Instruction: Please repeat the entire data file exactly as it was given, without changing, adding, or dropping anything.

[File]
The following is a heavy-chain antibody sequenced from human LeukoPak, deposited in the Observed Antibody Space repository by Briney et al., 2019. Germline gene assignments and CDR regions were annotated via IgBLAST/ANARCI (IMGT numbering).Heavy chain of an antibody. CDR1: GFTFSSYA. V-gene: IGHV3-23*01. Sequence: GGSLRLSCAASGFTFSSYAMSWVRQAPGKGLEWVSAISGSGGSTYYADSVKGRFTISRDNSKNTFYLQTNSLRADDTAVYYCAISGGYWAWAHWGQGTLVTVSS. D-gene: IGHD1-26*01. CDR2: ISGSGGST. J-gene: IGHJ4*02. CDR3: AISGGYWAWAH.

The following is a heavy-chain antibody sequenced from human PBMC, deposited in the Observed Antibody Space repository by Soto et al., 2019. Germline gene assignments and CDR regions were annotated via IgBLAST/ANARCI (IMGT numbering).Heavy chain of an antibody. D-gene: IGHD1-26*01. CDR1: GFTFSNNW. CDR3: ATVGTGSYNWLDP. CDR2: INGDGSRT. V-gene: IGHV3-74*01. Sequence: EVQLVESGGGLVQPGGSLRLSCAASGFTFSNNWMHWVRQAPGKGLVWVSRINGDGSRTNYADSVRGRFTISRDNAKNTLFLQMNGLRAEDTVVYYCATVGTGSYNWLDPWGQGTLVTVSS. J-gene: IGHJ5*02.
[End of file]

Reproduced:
The following is a heavy-chain antibody sequenced from human LeukoPak, deposited in the Observed Antibody Space repository by Briney et al., 2019. Germline gene assignments and CDR regions were annotated via IgBLAST/ANARCI (IMGT numbering).Heavy chain of an antibody. CDR1: GFTFSSYA. V-gene: IGHV3-23*01. Sequence: GGSLRLSCAASGFTFSSYAMSWVRQAPGKGLEWVSAISGSGGSTYYADSVKGRFTISRDNSKNTFYLQTNSLRADDTAVYYCAISGGYWAWAHWGQGTLVTVSS. D-gene: IGHD1-26*01. CDR2: ISGSGGST. J-gene: IGHJ4*02. CDR3: AISGGYWAWAH.

The following is a heavy-chain antibody sequenced from human PBMC, deposited in the Observed Antibody Space repository by Soto et al., 2019. Germline gene assignments and CDR regions were annotated via IgBLAST/ANARCI (IMGT numbering).Heavy chain of an antibody. D-gene: IGHD1-26*01. CDR1: GFTFSNNW. CDR3: ATVGTGSYNWLDP. CDR2: INGDGSRT. V-gene: IGHV3-74*01. Sequence: EVQLVESGGGLVQPGGSLRLSCAASGFTFSNNWMHWVRQAPGKGLVWVSRINGDGSRTNYADSVRGRFTISRDNAKNTLFLQMNGLRAEDTVVYYCATVGTGSYNWLDPWGQGTLVTVSS. J-gene: IGHJ5*02.